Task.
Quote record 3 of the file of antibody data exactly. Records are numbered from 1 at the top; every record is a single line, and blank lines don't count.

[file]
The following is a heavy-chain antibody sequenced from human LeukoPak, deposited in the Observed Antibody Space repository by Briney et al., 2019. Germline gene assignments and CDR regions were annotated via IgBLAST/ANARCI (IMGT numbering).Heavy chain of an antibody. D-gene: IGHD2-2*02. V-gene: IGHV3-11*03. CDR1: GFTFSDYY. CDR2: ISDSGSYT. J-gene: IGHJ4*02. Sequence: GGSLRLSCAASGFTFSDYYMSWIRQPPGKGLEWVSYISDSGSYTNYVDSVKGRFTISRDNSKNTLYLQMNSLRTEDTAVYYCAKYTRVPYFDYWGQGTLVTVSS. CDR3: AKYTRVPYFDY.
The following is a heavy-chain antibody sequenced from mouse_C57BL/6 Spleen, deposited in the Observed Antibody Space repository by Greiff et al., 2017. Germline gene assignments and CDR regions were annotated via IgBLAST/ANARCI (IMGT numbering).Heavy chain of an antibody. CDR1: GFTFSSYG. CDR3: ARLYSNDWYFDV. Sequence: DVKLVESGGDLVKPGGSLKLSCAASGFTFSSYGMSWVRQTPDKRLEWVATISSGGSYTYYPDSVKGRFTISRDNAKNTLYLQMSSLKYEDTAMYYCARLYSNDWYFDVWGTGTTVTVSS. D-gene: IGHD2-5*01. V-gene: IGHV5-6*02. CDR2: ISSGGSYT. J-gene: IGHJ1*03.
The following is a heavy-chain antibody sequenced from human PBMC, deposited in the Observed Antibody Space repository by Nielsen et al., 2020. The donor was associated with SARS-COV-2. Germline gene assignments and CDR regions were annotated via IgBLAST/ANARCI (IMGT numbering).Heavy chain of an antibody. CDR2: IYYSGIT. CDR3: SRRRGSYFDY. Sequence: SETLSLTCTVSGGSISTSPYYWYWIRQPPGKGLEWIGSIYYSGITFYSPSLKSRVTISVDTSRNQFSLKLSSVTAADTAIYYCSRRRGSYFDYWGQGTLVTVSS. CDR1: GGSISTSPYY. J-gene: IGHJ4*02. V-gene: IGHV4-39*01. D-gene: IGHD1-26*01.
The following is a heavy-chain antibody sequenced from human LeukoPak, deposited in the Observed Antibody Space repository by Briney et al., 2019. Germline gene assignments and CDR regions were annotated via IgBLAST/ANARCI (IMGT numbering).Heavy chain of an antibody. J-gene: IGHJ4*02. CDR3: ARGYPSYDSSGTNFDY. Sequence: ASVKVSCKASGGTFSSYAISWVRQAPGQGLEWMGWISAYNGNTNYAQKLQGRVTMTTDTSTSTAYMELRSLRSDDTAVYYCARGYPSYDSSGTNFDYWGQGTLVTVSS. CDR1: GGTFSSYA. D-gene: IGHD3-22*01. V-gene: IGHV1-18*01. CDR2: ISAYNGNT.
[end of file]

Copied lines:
The following is a heavy-chain antibody sequenced from human PBMC, deposited in the Observed Antibody Space repository by Nielsen et al., 2020. The donor was associated with SARS-COV-2. Germline gene assignments and CDR regions were annotated via IgBLAST/ANARCI (IMGT numbering).Heavy chain of an antibody. CDR2: IYYSGIT. CDR3: SRRRGSYFDY. Sequence: SETLSLTCTVSGGSISTSPYYWYWIRQPPGKGLEWIGSIYYSGITFYSPSLKSRVTISVDTSRNQFSLKLSSVTAADTAIYYCSRRRGSYFDYWGQGTLVTVSS. CDR1: GGSISTSPYY. J-gene: IGHJ4*02. V-gene: IGHV4-39*01. D-gene: IGHD1-26*01.